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Spike Lee Takes Issue With Critics

The outspoken filmmaker talks about persistent charges of racism. 'I just find that my films are a litmus test. They all bring out people's prejudices.'


President Clinton made a mistake two years ago when he tried to launch a dialogue on race. Instead of naming a commission to hold 15 months of hearings and then issue a ho-hum report, he should've called Spike Lee.

Lee provokes race talk, and he doesn't even have to make a movie about race to do it. Case in point: "Summer of Sam." His new film has a white cast and boasts three white co-writers. Race enters the picture in only the most tangential of ways. But people can't help seeing it in black and white.

"Race baiting," snipes Entertainment Weekly. "Race baiting," echoes the alternative weekly New Times. "It's a racist movie," says the cop who arrested the killer whose rampage frames the story. "A racist runt," snarls the father of one of the victims.

But Lee says they didn't see the movie he made. "It's absurd," he says, speaking by telephone from New York. "What they're writing is personal. They're not reviewing the film. . . . I stand behind my work, and I think it stands up to scrutiny.

"I just find that my films are a litmus test," he continues. "They all bring out people's prejudices and all that. . . . This country still has not dealt with race."

Lee's latest movie deals more broadly with the same themes as "Do the Right Thing," his 1989 movie about racial tensions in Brooklyn. Only "Summer of Sam" shows that Lee's true subject was, and is, not limited to race. It's intolerance. Both films are about the ways societies behave under pressure, how people make scapegoats of those who are different and how easy it is--given the right, or wrong, circumstances--for a community to explode.

Ironically, his movie is being attacked as an example of the very intolerance he's denouncing.

This time, instead of looking at a day in the life of a Brooklyn block broiling under the summer sun, as he did in "Do the Right Thing," Lee examines what happens to a different borough (the Bronx) during the superheated summer that Son of Sam killer David Berkowitz stalked the streets. By placing the story within a wider social context, Lee sacrifices the compression that gave the earlier film much of its unity and force. This makes for a messier movie, but it also is a more ambitious one. Disco, punk, '70s-style sexual freedom and the 1977 World Series all enter the story, which spills out of an Italian-American neighborhood. It's clear Lee is attempting nothing less than a snapshot of New York during that tumultuous decade.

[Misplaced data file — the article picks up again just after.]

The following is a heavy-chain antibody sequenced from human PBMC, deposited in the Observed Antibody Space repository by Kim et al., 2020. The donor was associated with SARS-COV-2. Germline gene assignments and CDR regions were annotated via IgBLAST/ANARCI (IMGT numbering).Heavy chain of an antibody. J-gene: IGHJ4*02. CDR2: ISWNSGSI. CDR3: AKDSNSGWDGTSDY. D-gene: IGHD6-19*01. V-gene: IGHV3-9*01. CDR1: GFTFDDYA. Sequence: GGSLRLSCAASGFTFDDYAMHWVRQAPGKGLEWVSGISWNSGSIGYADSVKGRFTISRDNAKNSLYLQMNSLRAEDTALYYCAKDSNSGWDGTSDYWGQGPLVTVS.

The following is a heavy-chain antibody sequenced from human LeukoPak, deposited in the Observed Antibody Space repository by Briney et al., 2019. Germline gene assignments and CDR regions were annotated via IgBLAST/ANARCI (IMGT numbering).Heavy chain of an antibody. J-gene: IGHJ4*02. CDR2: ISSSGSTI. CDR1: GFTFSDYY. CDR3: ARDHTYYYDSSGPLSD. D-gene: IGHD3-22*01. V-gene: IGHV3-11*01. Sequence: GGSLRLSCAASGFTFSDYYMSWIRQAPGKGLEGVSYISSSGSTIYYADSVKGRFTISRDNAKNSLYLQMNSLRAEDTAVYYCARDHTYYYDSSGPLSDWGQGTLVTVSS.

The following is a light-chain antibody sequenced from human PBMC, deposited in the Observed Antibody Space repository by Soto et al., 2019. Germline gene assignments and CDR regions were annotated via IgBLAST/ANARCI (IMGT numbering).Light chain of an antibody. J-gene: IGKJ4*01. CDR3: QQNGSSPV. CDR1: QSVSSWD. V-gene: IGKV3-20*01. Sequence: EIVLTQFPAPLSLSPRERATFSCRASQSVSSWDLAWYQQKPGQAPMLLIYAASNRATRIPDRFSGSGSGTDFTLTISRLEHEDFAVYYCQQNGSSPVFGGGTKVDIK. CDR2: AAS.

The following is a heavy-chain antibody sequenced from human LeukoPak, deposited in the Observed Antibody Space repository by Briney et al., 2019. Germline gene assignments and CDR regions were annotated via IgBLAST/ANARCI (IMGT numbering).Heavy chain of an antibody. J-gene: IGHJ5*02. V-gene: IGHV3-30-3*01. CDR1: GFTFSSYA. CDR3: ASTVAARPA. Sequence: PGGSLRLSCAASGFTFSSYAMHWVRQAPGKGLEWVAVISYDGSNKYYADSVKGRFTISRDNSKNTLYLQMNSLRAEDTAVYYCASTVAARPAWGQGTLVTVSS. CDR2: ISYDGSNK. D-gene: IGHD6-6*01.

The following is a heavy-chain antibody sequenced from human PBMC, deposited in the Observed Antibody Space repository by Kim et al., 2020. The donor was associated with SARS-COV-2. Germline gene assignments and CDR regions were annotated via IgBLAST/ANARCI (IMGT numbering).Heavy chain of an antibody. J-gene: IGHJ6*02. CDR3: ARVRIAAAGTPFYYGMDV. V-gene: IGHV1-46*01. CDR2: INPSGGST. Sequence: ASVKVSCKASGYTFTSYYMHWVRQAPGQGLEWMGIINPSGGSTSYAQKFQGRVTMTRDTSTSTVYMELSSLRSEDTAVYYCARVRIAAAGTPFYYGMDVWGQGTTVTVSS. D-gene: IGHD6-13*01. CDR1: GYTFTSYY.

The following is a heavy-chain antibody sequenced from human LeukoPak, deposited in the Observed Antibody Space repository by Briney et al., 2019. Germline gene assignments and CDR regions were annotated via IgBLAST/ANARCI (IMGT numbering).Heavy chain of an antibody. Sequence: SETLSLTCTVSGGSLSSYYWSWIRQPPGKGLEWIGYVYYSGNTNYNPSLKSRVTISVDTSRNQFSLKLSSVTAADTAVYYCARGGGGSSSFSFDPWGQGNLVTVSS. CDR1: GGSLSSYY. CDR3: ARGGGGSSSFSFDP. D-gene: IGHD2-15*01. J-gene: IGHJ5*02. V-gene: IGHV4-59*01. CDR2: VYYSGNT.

But perhaps in part because two of his previous films depicted tensions between Italian and African Americans, some people have found it easy to believe that his chief aim here is to excoriate a white ethnic group. Ever since "Do the Right Thing," which some critics at the time said would spark race riots, the director has been a lightning rod for controversy. The way he candidly talks in interviews about everything from Hollywood racism to politics also ticks some people off. That image as the prototypal "angry black man" got cemented in 1992 when Esquire magazine published his photograph on the cover with the words: "Spike Lee Hates Your Cracker Ass."

That got a lot of people's attention. Lee was incensed, but the image stuck.

"I think in all honesty that a lot of reviewers, a lot of people, are trying to box me in," Lee said the other day in a conversation about what he sees as a double standard. "When I do black films or films with African American themes, they ask, 'When is he going to broaden himself?' " But now when he makes a movie without African Americans, Lee says, "All of a sudden all of the film critics are going to take up the mantle of racism in films. The rest of the year they don't give a [expletive] . . .

"I think this is aimed at undermining my credibility," Lee continues. "The way to disregard me as a filmmaker is to say that I'm a racist."

He argues that other directors can shoot the kind of scenes he gets criticized for and no one objects. One writer, for example, says that when an angry mob in "Summer of Sam" brandishes baseball bats (against other whites) Lee is evoking the infamous 1986 incident in which three black men were beaten by bat-wielding whites in the heavily Italian community of Howard Beach. One man was hit by a car while trying to escape and died. Lee runs down a list of films made by Italian American directors in which Italian characters beat people with bats--"The Untouchables," "Casino," "A Bronx Tale."

"So why," he asks, "if I use a baseball bat in 'Summer of Sam' I'm working [from] a fascination with Howard Beach?"

Similarly, he says, other directors aren't criticized when they make movies in which characters utter racist sentiments. Among examples, Lee mentions a disturbing scene in "Taxi Driver" in which a character played by the director Martin Scorsese profanely and graphically describes how he'd like to kill his wife for cheating on him with a black man.

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